Thank you councillors. My question relates also to the structure plan for Elsternwick. Now, you will be aware that there was a public meeting here in this building some time ago when the first plan came out and there were hundreds of people in attendance and – all residents of course – the response was most negative. So I have two questions. The area that is going to be affected also impacts on abutting residents. I know there’s a railway line in between but you’re proposing twelve storey apartments on that particular site. The railway easement for that area is only about 20 metres in width. And on the other side of that easement from the railway there are residential properties, single dwelling covenants, of one and two storeys only. And I want to ask council, what consideration has been given to the overshadowing of twelve storey apartments only 20 metres away from the single dwellings on the other side? Further, I want to ask at the southern end, because I’ve had a close look at those plans, you’ll find that there is no access from those particular apartment blocks to the train area in Glen Huntly Road  other than under the railway viaduct and then up some very narrow residential streets. And I want to know what consideration has been given to the pressure of traffic from all those new residences trying to access the train area and Glen Huntly Road, the tram on Glen Huntly Road, the buses on Glen Huntly Road, and the train on Glen Huntly Road? And how do you intend to ameliorate the issues that we as residents in the abutting areas Have? Thank you for your attention. (applause)

ATHANASOPOLOUS: I think that one thing that needs to be understood is that …there’s no plans submitted on any of the sites yet, so any traffic management is not yet entirely decided upon. However, in saying that, if a structure plan was to be approved by this council, what will occur  those controls may be put in place upon that structure plan that may speak to some of the questions that you’re asking.

TORRES: ….the feed back that we received from both the residential and business community caused us to look more closely at this precinct in terms of traffic, vehicular access,  shadowing on the adjoining residential area to the east and looking at the shadowing actually doing more sophisticated modelling, taking into account the topography of the railway embankment to properly assess the impacts of shadowing. So that work is being conducted as we speak. In terms of traffic, we are very aware of the issues that have been raised but linking back to the mayor’s answer, these structure plans are really just the start. They set the broad framework for possible future development. Well they set the parameters. When a development is eventually lodged for this precinct, as for anywhere else in the municipality I might add, more detailed analysis of traffic impact occurs as well. So there’s a whole journey ahead of us in setting the vision, setting what sort of planning provisions match with that vision,and that will still involve the community and ultimately deciding on detailed applications still involves the community.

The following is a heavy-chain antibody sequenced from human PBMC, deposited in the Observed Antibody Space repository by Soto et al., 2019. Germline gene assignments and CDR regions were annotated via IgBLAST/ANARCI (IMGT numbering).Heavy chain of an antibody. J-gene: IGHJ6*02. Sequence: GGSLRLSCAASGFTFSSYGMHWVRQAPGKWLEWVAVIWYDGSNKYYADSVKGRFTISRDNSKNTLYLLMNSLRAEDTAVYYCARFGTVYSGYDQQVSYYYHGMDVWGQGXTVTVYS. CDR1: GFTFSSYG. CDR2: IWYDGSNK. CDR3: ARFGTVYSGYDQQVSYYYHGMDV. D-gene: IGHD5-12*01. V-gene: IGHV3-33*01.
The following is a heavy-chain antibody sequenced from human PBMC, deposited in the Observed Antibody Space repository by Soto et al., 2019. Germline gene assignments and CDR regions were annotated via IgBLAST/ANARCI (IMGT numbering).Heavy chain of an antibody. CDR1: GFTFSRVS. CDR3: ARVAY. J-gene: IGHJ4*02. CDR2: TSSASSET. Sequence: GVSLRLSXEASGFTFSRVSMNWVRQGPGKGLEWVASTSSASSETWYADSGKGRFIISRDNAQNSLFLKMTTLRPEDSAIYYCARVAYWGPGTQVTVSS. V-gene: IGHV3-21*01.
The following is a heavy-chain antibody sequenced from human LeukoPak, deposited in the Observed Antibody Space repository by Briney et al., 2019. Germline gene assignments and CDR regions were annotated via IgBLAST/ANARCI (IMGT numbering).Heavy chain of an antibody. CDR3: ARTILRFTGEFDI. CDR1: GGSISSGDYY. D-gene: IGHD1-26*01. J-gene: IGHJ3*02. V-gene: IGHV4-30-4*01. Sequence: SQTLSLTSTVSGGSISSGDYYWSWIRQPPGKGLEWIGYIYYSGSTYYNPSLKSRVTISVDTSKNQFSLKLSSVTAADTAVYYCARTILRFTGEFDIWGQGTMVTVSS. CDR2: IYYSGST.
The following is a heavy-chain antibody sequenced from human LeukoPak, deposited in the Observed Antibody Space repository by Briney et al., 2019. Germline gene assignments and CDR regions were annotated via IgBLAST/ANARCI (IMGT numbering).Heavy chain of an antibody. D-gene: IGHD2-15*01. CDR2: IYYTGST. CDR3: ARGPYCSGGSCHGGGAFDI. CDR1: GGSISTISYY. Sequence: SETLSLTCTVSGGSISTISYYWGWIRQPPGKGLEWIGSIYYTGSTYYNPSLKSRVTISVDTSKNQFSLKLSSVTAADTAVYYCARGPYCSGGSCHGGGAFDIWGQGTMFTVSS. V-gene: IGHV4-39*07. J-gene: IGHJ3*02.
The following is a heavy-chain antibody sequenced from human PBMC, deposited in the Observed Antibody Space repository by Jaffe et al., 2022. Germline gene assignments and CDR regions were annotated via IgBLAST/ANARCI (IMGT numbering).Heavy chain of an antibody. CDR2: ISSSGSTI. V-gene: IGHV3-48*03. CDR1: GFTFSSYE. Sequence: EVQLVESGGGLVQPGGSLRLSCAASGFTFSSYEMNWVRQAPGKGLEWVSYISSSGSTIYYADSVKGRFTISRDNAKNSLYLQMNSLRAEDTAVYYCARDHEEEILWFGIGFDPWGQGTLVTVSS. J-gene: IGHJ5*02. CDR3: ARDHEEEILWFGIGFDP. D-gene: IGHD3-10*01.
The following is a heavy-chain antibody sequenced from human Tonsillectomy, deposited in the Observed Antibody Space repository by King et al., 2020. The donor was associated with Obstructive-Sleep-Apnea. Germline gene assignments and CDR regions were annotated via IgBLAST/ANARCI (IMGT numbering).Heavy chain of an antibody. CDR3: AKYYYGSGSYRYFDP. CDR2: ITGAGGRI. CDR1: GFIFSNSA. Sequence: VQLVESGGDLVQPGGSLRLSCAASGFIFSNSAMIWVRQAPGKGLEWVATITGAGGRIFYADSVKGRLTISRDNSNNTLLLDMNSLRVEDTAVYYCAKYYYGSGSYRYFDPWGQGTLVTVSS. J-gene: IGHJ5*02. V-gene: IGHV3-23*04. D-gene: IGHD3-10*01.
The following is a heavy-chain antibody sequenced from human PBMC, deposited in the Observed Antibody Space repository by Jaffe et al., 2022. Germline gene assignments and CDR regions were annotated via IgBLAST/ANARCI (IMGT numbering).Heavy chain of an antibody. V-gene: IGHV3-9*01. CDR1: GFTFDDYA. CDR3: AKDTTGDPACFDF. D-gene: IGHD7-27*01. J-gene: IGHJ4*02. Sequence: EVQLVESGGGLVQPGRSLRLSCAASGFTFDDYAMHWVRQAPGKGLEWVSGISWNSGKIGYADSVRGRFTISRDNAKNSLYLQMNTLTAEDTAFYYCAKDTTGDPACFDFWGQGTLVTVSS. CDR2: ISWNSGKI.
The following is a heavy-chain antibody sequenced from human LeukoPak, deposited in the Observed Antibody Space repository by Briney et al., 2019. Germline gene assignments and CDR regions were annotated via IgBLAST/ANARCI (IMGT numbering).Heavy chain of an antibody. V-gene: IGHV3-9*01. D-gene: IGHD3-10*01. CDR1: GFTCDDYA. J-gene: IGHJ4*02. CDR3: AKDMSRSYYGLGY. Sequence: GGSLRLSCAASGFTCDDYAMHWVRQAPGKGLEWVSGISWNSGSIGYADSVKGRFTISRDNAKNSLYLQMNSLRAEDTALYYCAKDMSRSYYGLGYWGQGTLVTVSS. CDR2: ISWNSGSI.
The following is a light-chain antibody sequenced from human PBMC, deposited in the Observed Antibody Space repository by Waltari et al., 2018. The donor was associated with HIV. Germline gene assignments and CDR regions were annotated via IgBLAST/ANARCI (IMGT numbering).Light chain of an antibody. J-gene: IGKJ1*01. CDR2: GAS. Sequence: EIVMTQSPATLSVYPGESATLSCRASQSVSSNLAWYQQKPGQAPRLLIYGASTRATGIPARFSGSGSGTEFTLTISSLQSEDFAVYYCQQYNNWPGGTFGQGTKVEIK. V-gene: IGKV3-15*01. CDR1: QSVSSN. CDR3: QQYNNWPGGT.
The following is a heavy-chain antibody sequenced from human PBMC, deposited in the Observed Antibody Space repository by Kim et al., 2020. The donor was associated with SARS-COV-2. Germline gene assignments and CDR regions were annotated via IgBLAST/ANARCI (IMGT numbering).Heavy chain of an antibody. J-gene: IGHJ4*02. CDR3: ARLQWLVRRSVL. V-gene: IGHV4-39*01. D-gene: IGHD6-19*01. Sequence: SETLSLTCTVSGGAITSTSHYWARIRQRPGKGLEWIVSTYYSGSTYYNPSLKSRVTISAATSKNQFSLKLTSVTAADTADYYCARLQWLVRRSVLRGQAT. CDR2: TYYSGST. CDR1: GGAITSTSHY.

The responses to the above questions reveal some important facts –

  • Councillors have no real input into this entire process of structure planning. If they did have any influence, and were really listening to the feedback received, then we wouldn’t have had to go through the farce of consultation after consultation where residents have made it abundantly clear that 12 storey apartment blocks are anathema to the vast majority of the community. Yet this aspect of the structure planning for Elsternwick and Carnegie, has not changed one iota despite all the feedback!
  • How is it possible that with the volume of ‘documentation’ released in one fell swoop, that traffic, overshadowing, is not fully researched? What then is the point of spending hundreds of thousands of dollars on ‘expert’ Urban Design, Traffic, (and currently a Integrated Traffic Plan that was supposed to be the backbone of the structure planning) when council hasn’t the foggiest about the impact of all this development? Surely any decent planning should have been ‘sophisticated’ right from the start and not a year down the track? And, may we suggest, that if residents hadn’t kicked up such a stink, would council even be considering more ‘sophisticated’ approaches to analysis? We doubt it!!!!!
  • Torres’ comments on setting a ‘framework’ and ‘parameters’ are beguiling but misleading! Once a structure plan containing either preferred or mandatory height limits of 12 storeys is set, then developers have been given the go ahead to literally reach for the skies. And we all know the level of ‘analysis’ that goes into individual planning applications. The vast majority of officer reports note that an additional 100 or so apartments will not cause any negative impact on traffic, parking, etc!!!!!